I had thought the term was hind teeth as well, but eye teeth it is. Wikipedia says:
In mammalian oral anatomy, the canine teeth, also called cuspids, dogteeth, fangs, or (in the case of those of the upper jaw) eye teeth, are relatively long, pointed teeth.
In humans, the upper canine teeth (popularly called eye teeth, from their position under the eyes) are larger and longer than the lower, and usually present a distinct basal ridge.
The term eye teeth goes back to at least the 17th century. The earliest I found is in the fascinating 1657 Nature's Cabinet Unlock'd by Thomas Browne:
And the 1660 Lexicon Tetraglotton, an English-French-Italian-Spanish Dictionary by James Howell shows the translations all include eye:
Give [...] eye-teeth
The earliest "give/gave [...] eye-teeth" is illuminating. 1836's The Way-Mark: In Which Some of the Turns of the Broad Road are Pointed Out says:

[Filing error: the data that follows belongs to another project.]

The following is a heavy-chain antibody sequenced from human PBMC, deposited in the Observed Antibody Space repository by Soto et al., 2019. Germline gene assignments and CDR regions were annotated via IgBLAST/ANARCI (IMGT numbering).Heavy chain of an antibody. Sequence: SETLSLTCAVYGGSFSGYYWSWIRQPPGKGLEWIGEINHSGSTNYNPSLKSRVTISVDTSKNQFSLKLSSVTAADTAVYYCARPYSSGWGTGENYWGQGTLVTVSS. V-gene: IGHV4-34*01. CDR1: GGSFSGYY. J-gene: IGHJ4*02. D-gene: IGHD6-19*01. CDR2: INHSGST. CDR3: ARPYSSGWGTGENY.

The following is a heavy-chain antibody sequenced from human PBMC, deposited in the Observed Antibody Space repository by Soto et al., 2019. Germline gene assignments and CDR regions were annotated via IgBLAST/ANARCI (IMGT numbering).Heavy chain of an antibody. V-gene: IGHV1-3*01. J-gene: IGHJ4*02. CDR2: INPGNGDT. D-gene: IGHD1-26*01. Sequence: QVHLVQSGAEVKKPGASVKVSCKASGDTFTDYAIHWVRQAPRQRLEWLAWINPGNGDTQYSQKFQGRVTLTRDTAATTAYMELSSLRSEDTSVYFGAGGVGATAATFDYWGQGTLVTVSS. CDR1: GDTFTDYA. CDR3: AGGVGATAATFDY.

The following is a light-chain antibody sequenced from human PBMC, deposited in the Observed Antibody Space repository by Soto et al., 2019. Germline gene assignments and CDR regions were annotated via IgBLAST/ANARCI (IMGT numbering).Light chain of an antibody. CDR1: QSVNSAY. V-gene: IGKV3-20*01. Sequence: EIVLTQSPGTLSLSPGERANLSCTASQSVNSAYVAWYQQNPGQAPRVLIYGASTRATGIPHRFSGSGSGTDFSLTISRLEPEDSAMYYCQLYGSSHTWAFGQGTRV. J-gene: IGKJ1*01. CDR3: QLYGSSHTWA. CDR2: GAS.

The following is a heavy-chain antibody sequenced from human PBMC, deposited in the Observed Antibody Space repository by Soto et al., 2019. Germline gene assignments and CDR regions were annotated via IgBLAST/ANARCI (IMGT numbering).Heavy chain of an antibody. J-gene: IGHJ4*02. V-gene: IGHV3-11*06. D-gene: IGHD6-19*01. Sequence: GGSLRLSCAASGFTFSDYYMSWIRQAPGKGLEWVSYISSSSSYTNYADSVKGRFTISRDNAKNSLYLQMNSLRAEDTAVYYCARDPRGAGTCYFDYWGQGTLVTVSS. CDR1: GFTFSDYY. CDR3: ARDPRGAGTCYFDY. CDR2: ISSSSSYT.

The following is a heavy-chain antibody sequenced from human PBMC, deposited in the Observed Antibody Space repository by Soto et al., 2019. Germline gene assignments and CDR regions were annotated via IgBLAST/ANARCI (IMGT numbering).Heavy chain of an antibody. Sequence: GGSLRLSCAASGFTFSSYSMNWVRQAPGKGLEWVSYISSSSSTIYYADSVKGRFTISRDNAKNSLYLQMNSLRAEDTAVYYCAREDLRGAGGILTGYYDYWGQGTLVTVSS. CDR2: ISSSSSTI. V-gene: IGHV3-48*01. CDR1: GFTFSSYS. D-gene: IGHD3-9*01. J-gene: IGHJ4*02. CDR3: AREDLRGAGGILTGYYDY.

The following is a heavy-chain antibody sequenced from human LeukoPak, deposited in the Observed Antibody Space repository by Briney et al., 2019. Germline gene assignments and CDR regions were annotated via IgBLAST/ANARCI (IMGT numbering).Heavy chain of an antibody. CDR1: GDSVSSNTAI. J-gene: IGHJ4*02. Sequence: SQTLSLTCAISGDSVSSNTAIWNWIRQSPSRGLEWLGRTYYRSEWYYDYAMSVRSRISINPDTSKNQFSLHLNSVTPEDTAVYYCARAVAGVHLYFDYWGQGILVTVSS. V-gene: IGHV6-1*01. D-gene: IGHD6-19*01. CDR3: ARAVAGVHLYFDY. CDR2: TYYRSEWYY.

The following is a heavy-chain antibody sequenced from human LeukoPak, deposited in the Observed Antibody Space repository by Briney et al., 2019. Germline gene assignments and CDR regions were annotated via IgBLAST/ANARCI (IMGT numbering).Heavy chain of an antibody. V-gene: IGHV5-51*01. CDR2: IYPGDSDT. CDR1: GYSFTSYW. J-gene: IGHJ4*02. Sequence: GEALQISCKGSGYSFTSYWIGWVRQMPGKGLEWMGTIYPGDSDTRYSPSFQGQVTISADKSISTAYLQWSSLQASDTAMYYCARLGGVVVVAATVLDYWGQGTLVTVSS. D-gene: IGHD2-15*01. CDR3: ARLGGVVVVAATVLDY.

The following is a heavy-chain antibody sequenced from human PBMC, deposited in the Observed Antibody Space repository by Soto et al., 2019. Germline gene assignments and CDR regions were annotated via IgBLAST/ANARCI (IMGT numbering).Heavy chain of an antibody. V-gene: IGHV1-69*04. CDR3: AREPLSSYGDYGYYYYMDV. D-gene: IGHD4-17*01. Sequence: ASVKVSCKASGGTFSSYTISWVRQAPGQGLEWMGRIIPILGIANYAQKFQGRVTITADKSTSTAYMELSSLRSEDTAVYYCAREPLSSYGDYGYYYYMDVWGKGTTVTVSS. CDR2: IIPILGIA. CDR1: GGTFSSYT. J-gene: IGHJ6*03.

Rather have [...] eye-teeth drawn [out]
A variant rather have their eye-teeth drawn [out] was said by a Mr. Denny on Wednesday, 17th December 1834 in Congress and recorded in two sources. Once in Congressional Globe says:
And again in Register of Debates in Congress:
As soon part with [...] eye-teeth
From The Town and Country Magazine, or Universal Repository of Knowledge, Instruction, and Entertainment of 1779:
And 1784's The European Magazine:
We can see the phrase has changed slightly from preferring to give your eye teeth than give/lose money; to the modern giving your eye teeth for something you really want.